175 000 Americans avoid alcohol treatment each year because of the stigma of recovery

We as a society are really doing a terrible job helping people overcome alcohol abuse or alcoholism.

Recognized as a disease by the AMA, treatment coverage remains severely limited by most insurance providers, and the high costs of treatment deter hundreds of thousands of people a year, wanting treatment, but unable or unwilling to foot the bill. Even more disturbingly, an incredible number of people who recognize the need for treatment, and who are not unwilling to seek out and even pay for treatment, cite the fear of social repercussions and stigma as a major factor deterring them from initiating treatment.

Here is the breakdown

  • 18.6 million Americans have an alcohol abuse problem or dependency
  • A mere 8% of these people gets treatment each year
  • 4.5% of these people recognize a need for treatment, but for a number of reasons don’t get it…and of these 4.5% (which works out to well over 700 000 people)

24% say a major reason why they don’t get treatment is the fear of social stigma.

So about 175 000 Americans, who recognize that they have a problem and want help don’t get it out of a fear of social or professional repercussions. They would rather continue to be alcoholics, than get better and become labeled as recovering alcoholics…which is a dismal appraisal by hundreds of thousands on the true mood of tolerance within our country. No one would ever avoid chemotherapy for fear of being labeled a cancer survivor!!!

Although alcoholism is recognized as a disease, we continue to treat people afflicted with the condition as social pariahs, who could choose not to drink, but through a lack of willpower, loose morals or sheer self indulgence, just won’t stop drinking. That anyone would choose the heartbreak, ravaged health, and family pain of alcoholism belies belief, but through extension of popular logic, alcoholics must therefore choose these accompanying destructions.

And I wish I could say that those alcoholics that make the decision to avoid treatment out of fear of social repercussions are crazy or paranoid…but I don’t believe that, and although I don’t believe that any price is worthy of the continuing destruction of active alcoholism, there most undoubtedly is a stigma attached to alcohol recovery, and people will pay a social cost for getting treatment.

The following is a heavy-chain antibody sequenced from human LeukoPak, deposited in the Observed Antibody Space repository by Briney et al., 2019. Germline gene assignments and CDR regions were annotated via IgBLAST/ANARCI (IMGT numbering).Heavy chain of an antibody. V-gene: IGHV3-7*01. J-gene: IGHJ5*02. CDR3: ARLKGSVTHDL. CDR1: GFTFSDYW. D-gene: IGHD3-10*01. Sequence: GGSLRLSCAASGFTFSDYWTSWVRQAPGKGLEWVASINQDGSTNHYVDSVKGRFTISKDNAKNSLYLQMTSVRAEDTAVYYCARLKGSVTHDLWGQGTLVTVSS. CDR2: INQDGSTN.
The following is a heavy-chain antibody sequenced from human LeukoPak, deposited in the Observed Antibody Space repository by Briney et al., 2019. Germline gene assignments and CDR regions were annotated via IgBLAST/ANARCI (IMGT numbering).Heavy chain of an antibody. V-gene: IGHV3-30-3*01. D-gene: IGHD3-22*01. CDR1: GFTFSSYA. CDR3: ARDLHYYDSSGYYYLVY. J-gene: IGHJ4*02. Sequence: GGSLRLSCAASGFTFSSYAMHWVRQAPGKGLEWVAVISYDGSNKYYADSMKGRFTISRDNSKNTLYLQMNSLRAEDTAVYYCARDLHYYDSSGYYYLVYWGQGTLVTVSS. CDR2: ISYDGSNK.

Never overt, the subtle repercussions’ endure for years after successful abstinence. Whether it’s being continually passed over for deserved promotion, never being invited to coach little league or enduring the chilly civility of neighbors, the costs are not imagined. As a recovering alcoholic, and someone who has participated in treatment and has always been open about my disease; I have felt the discrimination of the ignorant and the uninformed. I never regret having sought treatment, but neither am I naïve any longer about the true attitudes of too many in our country.

Alcoholism is a disease!!!

We need people to understand this, and understand that by continuing this subtle discrimination of recovering alcoholics they propagate the condition. Alcoholism inflicts a heavy price on society and all of us are affected, and by perpetuating myths and stereotypes we all make the problem worse. We contribute to more DUIs, more family abuse and more early deaths. Any time anyone discriminates against or belittles a recovering alcoholic or the disease in general, there may be a still drinking alcoholic within earshot, realizing the price they’ll pay for conceding to treatment. Out of compassion, and out of self interest, all in this country should make it clear through our actions and our words, that we do accept alcoholism as a disease, and that we respect those that can beat it.